G. J. Diebol
H. X. Chen
Y. N. Cao
M. B. Zimmt
Dept. of Chem., Brown Univ., Providence, RI 02912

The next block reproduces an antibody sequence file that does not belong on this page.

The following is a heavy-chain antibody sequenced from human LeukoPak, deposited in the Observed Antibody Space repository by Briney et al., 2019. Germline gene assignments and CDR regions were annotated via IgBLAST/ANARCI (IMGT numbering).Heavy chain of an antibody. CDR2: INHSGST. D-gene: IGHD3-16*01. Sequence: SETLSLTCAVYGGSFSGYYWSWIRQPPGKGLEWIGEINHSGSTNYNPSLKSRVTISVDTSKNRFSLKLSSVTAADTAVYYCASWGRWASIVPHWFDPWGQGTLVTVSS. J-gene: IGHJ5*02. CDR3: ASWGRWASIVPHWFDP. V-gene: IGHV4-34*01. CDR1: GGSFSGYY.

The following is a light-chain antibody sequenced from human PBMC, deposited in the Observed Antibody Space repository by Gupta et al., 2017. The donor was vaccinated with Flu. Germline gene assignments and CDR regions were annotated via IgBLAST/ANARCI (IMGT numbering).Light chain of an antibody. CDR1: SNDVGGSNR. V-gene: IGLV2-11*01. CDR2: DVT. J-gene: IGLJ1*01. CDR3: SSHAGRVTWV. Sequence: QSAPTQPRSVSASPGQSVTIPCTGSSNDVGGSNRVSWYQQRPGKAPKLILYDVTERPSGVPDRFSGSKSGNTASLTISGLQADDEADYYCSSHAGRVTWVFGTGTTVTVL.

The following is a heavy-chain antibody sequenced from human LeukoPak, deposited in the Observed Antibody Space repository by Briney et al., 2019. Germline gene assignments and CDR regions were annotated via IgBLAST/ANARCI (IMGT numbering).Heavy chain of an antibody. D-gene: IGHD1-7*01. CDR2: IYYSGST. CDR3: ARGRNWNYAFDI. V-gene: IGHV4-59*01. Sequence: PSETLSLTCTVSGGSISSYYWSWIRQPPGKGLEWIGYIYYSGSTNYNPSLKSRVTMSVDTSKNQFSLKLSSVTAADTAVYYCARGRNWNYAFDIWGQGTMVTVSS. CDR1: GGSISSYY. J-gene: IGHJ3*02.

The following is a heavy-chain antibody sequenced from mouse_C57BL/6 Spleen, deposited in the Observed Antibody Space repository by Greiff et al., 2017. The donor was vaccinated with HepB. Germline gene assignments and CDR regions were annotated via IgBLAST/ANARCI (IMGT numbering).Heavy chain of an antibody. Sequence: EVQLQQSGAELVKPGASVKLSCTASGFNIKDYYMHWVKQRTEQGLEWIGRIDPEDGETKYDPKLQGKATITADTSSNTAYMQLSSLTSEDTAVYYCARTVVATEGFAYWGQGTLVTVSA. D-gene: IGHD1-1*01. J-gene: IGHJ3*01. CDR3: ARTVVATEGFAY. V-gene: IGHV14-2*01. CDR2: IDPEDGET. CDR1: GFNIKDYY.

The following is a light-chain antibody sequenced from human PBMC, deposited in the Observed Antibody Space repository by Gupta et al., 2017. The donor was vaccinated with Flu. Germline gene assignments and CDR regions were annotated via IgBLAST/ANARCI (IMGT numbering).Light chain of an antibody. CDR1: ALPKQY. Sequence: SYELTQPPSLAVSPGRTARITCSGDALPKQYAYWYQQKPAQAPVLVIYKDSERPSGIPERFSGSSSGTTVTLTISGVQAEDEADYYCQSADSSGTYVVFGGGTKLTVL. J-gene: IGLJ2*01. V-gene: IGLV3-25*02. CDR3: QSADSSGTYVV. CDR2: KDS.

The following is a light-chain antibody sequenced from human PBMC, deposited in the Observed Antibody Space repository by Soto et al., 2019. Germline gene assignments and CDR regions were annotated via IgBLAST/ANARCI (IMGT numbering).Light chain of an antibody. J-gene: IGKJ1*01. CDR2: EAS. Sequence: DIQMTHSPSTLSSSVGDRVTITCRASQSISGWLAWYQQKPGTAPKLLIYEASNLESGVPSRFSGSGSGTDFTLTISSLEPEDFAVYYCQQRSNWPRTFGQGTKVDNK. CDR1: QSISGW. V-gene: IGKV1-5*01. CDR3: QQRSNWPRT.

Experiments where transient grating signals are recorded from irradiation or particulate matter are reported. A relatively low power, picosecond laser produces transient grating signals in reverse micellar solutions that have a unique time dependence, and which can be explained by heat diffusion from the interior of the micelle to a surrounding organic solvent. A 16-ns-long, high-power pulse from a Q-switched ND:YAG laser irradiating a gold sol produces a diffracted light signal that is explainable in terms of a thermally generated photoacoustic effect. Particulate carbon, on the other hand, gives transient grating signals that appear to possess an overtone of the usual thermally generated fundamental frequency. The effect is nonlinear in its dependence on the laser intensity, and is dependent on the time of irradiation of the solution. A second characteristic of the effect is that a pronounced noise is generated by the solution on firing the laser. It is believed that the effects can be attributed to endothermic chemical reactions at the surface of the carbon that act to unbalance the thermal and acoustic modes producing an acoustic density that oscillates about the ambient. Since the diffracted light signal is proportional to the square of the acoustic density, what appears to the eye as an overtone is seen in the recorded signal.